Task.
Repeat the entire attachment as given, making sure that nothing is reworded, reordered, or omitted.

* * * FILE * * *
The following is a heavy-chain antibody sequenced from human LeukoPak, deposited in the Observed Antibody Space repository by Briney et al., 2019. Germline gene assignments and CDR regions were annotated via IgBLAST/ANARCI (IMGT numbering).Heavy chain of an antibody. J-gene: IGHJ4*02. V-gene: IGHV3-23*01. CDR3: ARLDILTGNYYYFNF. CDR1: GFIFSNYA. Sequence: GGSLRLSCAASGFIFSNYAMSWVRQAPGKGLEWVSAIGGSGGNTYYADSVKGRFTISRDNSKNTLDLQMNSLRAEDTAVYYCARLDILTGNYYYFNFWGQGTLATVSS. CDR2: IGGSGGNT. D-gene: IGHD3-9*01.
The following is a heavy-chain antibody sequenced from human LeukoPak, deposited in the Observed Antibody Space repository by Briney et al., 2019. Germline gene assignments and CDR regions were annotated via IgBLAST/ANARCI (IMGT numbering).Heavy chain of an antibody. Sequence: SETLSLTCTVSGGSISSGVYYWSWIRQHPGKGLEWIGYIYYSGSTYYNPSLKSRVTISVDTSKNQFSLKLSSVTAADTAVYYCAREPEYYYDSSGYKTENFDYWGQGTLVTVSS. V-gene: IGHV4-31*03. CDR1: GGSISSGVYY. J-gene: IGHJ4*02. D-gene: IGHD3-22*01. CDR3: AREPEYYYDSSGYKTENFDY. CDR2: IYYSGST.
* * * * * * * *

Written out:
The following is a heavy-chain antibody sequenced from human LeukoPak, deposited in the Observed Antibody Space repository by Briney et al., 2019. Germline gene assignments and CDR regions were annotated via IgBLAST/ANARCI (IMGT numbering).Heavy chain of an antibody. J-gene: IGHJ4*02. V-gene: IGHV3-23*01. CDR3: ARLDILTGNYYYFNF. CDR1: GFIFSNYA. Sequence: GGSLRLSCAASGFIFSNYAMSWVRQAPGKGLEWVSAIGGSGGNTYYADSVKGRFTISRDNSKNTLDLQMNSLRAEDTAVYYCARLDILTGNYYYFNFWGQGTLATVSS. CDR2: IGGSGGNT. D-gene: IGHD3-9*01.
The following is a heavy-chain antibody sequenced from human LeukoPak, deposited in the Observed Antibody Space repository by Briney et al., 2019. Germline gene assignments and CDR regions were annotated via IgBLAST/ANARCI (IMGT numbering).Heavy chain of an antibody. Sequence: SETLSLTCTVSGGSISSGVYYWSWIRQHPGKGLEWIGYIYYSGSTYYNPSLKSRVTISVDTSKNQFSLKLSSVTAADTAVYYCAREPEYYYDSSGYKTENFDYWGQGTLVTVSS. V-gene: IGHV4-31*03. CDR1: GGSISSGVYY. J-gene: IGHJ4*02. D-gene: IGHD3-22*01. CDR3: AREPEYYYDSSGYKTENFDY. CDR2: IYYSGST.